Windows Password Flaw Revealed

In the snap of a finger, or a blink of an eye, your Windows password could be cracked. Swiss researchers have published a paper citing a weakness in Windows encryption allowing passwords to be revealed in an average of 13.6 seconds.

Most security experts recommend alphanumeric passwords for enhanced security. Despite even having following this precaution, users of Microsoft Windows are at risk due to the security designs of the operating system.

Alternatives such as Unix, Linux/GNU, and Macs have utilized a well-known component dubbed “salt” as their password hashes for years – these containing up to 4,096 values. Windows does not, instead relying on aging 7-bit LANMan and more recent NTHASHmaking hashes – making a brute force attack’s look-up time less of a chore.

Resurrecting a decades old year old computer science theorem, Philippe Oechslin, a fellow of the Cryptography and Security Laboratory of the Swiss Federal Institute of Technology in Lausanne (EPFL) dreamed up pre-calculated lookup tables to assist in breaking passwords encoded with Windows.

As a result of these tables, fewer calculations need to be performed by an attacker’s machine. Termed “time-memory trade-off”, the more memory attacker posses; the faster the attack.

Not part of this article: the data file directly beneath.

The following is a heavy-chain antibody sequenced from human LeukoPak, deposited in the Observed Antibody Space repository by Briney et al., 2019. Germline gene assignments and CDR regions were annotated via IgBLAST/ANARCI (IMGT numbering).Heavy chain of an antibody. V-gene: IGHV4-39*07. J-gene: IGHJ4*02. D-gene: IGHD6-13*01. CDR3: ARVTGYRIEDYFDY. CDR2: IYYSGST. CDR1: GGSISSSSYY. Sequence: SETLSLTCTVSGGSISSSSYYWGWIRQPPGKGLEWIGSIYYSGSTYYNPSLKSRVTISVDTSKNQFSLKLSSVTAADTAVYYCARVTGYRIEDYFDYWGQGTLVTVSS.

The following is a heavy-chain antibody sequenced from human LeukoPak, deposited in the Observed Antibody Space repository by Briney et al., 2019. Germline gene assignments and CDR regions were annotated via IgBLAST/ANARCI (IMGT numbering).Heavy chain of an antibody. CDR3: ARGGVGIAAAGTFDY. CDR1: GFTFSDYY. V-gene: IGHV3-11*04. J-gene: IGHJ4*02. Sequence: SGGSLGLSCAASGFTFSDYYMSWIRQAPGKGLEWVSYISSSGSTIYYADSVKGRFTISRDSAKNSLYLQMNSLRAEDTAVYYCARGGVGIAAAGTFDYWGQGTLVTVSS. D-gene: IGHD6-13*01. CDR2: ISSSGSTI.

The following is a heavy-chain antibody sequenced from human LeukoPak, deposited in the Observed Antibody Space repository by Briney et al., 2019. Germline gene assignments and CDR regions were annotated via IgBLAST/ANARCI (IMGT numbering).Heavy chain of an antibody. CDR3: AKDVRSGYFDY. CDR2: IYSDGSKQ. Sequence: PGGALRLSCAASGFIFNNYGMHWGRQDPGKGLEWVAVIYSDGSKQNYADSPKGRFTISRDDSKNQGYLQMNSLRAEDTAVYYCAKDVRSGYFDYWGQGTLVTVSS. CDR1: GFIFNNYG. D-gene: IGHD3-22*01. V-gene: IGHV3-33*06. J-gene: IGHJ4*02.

The following text is cited from the paper:

"As an example we have implemented an attack on Windows password hashes. Using 1.4 GB of data we can crack 99.9 percent of all alphanumerical passwords hashes in 13.6 seconds, whereas it takes 101 seconds with the current approach using distinguished points."

An AMD Athlon XP 2500+ processor with 1.5 GB of RAM executed the test.

The researchers were so sure of their findings that they crafted a Webpage to publicly demonstrate the flaw. After receiving a queued request, the site eventually lists the corresponding email, hash and password. Although each user is permitted to crack only one password, the queue had to be toned down due to overwhelming demand.

Administrative access and special applications are needed to pull up the password in its raw form, making the site something less of a public spectacle. However, it has made the folks a Redmond a bit flushed.

Oechslin did not feel the need to contact the software giant with his findings since it is well known that Microsoft does not use “salt”. Microsoft was not reached for comment, and prefers to work in cohesion with third parties in the event of any security breach.

In the meantime, users can add symbols into their password mix.

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